‘Potentially historic’ solar storm could bring Northern Lights to Vancouver Island, disrupt communications

'Potentially historic' solar storm could bring Northern Lights to Vancouver Island, disrupt communications
Courtesy Brian Texmo
The Northern Lights are pictured over Vancouver Island in 2022.

The effects of an exceptionally strong solar storm are expected to reach Earth this weekend, and could cause the Northern Lights to be visible over Vancouver Island.

On Friday, the U.S. National Oceanic and Atmospheric Administration (NOAA) issued a “geomagnetic storm watch” after the agency’s space weather forecasters detected at least seven cornal mass ejections (CMEs) coming from the sun.

“CMEs are explosions of plasma and magnetic fields from the sun’s corona,” said NOAA in a release Friday.

Those explosions can cause geomagnetic storms if they are facing earth, according to NOAA, which is what is expected to occur this weekend.

The storm is forecast to reach Earth starting midday Friday and will last until Sunday, May 12.

Aurora Borealis

The upcoming solar storm prompted NOAA to issue a severe geomagnetic storm watch. It’s the first watch of its kind to be issued in almost 20 years, with the last being triggered in 2005.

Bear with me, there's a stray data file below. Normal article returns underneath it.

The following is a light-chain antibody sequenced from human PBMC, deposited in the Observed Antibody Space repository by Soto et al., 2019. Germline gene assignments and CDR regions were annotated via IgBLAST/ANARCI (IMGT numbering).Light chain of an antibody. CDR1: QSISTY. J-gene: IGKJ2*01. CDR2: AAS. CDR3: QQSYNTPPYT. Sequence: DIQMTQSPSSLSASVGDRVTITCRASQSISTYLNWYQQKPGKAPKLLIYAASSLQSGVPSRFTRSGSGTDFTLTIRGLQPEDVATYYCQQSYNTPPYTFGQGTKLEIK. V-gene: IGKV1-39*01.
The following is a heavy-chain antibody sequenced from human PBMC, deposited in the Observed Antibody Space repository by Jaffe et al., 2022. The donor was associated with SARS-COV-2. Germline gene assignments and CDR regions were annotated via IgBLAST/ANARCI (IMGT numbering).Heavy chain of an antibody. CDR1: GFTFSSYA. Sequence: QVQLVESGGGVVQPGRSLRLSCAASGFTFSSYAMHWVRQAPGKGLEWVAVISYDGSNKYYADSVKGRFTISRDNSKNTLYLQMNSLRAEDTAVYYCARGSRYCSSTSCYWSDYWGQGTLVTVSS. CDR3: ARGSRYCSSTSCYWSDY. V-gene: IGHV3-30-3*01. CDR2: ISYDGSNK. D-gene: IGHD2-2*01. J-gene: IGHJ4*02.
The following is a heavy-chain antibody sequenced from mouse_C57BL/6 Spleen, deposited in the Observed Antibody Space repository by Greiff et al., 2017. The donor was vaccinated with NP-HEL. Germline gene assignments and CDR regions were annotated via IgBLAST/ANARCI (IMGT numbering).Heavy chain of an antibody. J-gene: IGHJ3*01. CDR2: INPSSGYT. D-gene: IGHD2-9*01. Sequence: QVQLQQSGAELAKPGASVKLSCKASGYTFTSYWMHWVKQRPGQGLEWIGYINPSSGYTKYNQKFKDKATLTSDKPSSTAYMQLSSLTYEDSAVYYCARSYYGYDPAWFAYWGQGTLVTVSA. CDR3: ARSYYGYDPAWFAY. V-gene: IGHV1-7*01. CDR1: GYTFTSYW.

The solar storm could cause the Northern Lights, also known as the Aurora Borealis, to reach Vancouver Island on Friday night, as well as across most of Canada.

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Strong geomagnetic storms are also capable of disrupting infrastructure on Earth, such as electric power grids, radios, navigation, communications and satellite operations.

In 2003, an extreme solar storm took out power in Sweden and damaged power transformers in South Africa.

Solar storms of this strength are very rare, according to NOAA.

“This is an unusual and potentially historic event,” said Clinton Wallace, director of NOAA’s Space Weather Prediction Center, in Friday’s release.

With files from the Associated Press


Adam ChanAdam Chan

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